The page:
Image quality is excellent with virtually no distortion at any focal length. Even at wide angle, parallels were perfectly straight in all our test shots. Chromatic aberration or purple fringing is practically non-existent and there is no sign of vignetting in the extreme corners of the image. Colours are natural without being overly saturated and should you prefer more punch, this is easily set in the camera menu by dialling in more saturation, sharpness or contrast, as can be seen from the images below. Although exposure is spot on most of the time, dynamic range is good rather than excellent, as there is a slight tendency to burn out highlights under certain lighting conditions. One way to counter this would be to expose for the highlights to get more detail in blue skies for instance and lighten shadows in post processing afterwards. Remember that it is quite easy to lighten up shadows later but burnt out highlights can never be retrieved and are lost forever. Another trick which some owners seem to use, would be to lower contrast and saturation at the capturing stage, effectively giving a noticeable gain in dynamic range and beef up contrast levels again later in post processing.

normal colours saturation+2 sat+2 contrast+2 sat+2 cntr+2 sharpness +2 sat,cntr,shrp all-2
iso 100 iso 200 iso 400 iso 800 iso 1600

The camera has an effective ISO range of 100 to 1600 which can be set in all programme modes except fully automatic, where the camera decides what is best for your image. There is an intelligent ISO setting in which the user can determine what maximum ISO should be set (400, 800 or 1600). The lower ISO values deliver excellent image quality with hardly any noise at all. At higher values some loss of image detail becomes visible and these settings should only be used in low light situations where the use of a tripod is not allowed or not practical, or for small prints. White balance under natural light is excellent, but its performance under household lighting was less impressive. However, five pre-programmed WB settings should take care of most lighting situations and there are two further customs settings to be set by using a white or grey card under available lighting conditions.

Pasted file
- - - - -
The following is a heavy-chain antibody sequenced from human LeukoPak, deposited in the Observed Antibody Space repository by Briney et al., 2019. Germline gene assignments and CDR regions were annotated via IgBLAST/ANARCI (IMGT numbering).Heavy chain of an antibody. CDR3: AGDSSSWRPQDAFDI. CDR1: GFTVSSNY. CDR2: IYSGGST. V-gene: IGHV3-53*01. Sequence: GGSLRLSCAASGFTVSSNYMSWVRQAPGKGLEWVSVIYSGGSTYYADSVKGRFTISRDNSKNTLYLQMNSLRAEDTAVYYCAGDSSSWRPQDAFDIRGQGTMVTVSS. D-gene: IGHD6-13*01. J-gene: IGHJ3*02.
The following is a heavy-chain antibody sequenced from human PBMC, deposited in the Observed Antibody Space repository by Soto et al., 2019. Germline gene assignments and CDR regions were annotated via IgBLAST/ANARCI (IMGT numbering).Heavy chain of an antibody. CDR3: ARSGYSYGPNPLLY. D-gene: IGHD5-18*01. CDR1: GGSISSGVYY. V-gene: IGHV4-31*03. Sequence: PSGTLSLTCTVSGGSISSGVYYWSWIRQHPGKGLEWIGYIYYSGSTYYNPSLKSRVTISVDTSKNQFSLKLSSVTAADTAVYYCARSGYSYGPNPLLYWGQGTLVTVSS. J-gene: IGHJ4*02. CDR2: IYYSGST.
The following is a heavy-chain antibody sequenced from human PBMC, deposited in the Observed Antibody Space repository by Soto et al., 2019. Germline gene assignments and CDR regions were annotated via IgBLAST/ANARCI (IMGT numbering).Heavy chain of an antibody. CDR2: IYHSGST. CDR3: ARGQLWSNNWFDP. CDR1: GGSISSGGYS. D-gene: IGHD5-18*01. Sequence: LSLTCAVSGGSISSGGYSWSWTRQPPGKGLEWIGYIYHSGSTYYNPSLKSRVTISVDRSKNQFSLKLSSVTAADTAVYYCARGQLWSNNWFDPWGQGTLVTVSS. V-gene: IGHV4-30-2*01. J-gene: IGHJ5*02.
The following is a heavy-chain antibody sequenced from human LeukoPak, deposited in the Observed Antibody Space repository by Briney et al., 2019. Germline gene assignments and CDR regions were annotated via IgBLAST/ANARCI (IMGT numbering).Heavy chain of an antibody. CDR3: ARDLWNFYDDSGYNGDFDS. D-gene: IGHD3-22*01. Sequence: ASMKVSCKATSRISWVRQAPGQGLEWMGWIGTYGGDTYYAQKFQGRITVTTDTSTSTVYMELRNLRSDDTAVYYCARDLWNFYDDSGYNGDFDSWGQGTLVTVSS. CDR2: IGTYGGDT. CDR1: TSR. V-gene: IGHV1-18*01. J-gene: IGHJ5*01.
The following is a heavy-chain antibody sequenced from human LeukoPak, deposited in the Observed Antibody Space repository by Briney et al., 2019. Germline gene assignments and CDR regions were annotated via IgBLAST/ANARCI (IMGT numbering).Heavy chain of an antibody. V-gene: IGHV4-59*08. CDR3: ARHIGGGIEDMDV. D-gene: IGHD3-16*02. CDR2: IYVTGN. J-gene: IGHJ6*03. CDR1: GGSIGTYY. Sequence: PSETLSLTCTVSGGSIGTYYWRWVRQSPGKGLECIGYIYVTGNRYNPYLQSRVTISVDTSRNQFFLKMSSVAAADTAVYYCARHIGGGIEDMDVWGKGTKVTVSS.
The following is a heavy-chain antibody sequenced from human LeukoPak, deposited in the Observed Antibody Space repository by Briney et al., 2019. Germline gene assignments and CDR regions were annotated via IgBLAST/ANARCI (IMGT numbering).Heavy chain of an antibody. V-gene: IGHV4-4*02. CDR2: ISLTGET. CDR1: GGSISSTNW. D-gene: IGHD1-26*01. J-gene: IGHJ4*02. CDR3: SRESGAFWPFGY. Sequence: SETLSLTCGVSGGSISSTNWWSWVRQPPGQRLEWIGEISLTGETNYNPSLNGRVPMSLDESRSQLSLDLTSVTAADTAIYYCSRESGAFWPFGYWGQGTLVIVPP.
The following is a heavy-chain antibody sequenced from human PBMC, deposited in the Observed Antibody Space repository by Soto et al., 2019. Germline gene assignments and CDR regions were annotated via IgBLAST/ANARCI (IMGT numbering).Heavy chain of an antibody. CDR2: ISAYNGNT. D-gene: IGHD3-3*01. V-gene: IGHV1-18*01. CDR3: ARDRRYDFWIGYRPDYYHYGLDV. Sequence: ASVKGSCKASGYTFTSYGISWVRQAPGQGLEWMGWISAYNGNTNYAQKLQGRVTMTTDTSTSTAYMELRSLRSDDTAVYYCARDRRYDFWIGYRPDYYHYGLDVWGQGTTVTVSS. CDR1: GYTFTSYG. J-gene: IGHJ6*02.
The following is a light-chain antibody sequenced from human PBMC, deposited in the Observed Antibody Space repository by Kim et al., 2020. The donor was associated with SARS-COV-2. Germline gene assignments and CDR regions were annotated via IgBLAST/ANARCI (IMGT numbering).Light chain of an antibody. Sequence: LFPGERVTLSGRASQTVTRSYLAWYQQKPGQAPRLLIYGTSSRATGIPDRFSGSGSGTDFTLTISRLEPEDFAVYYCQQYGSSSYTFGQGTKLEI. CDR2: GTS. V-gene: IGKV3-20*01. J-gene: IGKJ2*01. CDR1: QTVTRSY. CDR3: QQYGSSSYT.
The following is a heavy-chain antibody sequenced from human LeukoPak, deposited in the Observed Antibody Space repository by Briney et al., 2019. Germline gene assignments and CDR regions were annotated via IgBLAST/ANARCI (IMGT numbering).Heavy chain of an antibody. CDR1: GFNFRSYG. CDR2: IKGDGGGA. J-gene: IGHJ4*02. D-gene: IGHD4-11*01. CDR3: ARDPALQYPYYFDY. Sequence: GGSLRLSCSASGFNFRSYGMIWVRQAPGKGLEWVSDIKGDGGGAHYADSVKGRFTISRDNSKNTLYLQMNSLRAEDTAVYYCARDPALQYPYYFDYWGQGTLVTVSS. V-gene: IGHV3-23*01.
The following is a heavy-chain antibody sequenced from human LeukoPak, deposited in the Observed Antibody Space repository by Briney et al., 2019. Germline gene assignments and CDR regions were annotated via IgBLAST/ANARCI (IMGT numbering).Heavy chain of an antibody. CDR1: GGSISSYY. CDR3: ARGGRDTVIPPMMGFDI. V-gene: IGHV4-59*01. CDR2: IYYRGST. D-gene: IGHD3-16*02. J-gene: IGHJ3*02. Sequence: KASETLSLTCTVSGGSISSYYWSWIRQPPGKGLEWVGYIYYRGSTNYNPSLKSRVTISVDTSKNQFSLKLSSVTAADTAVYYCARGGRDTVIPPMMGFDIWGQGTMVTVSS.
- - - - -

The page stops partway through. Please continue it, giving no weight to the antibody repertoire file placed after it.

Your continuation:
Conclusion

As already mentioned earlier, the Lumix FZ 18 is a camera that really grows on you. Over time you become familiar with all the features on offer as you slowly start to discover the many creative options. Although it is aimed at the beginner, the serious enthusiast will be pleased to see that there are ample options to assist you in the creative process of capturing perfect images. The live histogram together with advanced image options such as face detection of up to 15 faces and image stabilisation are all very useful and make this camera real value for money.

Attention to detail has always been a strong Panasonic selling point, and on the FZ18 there are many small but useful features to make life with the camera just that little bit easier. There is that handy joystick, the recessed shutter button, the stepped zoom for precise framing, the fact that all latches stay open when released, plus several intelligent and practical functions to assist your photography. Other strong points are its long focal length, robust built and comfortable handling. Coupled to a well-designed and relatively compact camera body, these all make the Panasonic Lumix FZ18 a strong contender in the super-zoom field and one you should certainly put on your shortlist if you are in the market for this kind of camera.


Additional information: Panasonic FZ18 product details and other reviews
October 24, 2007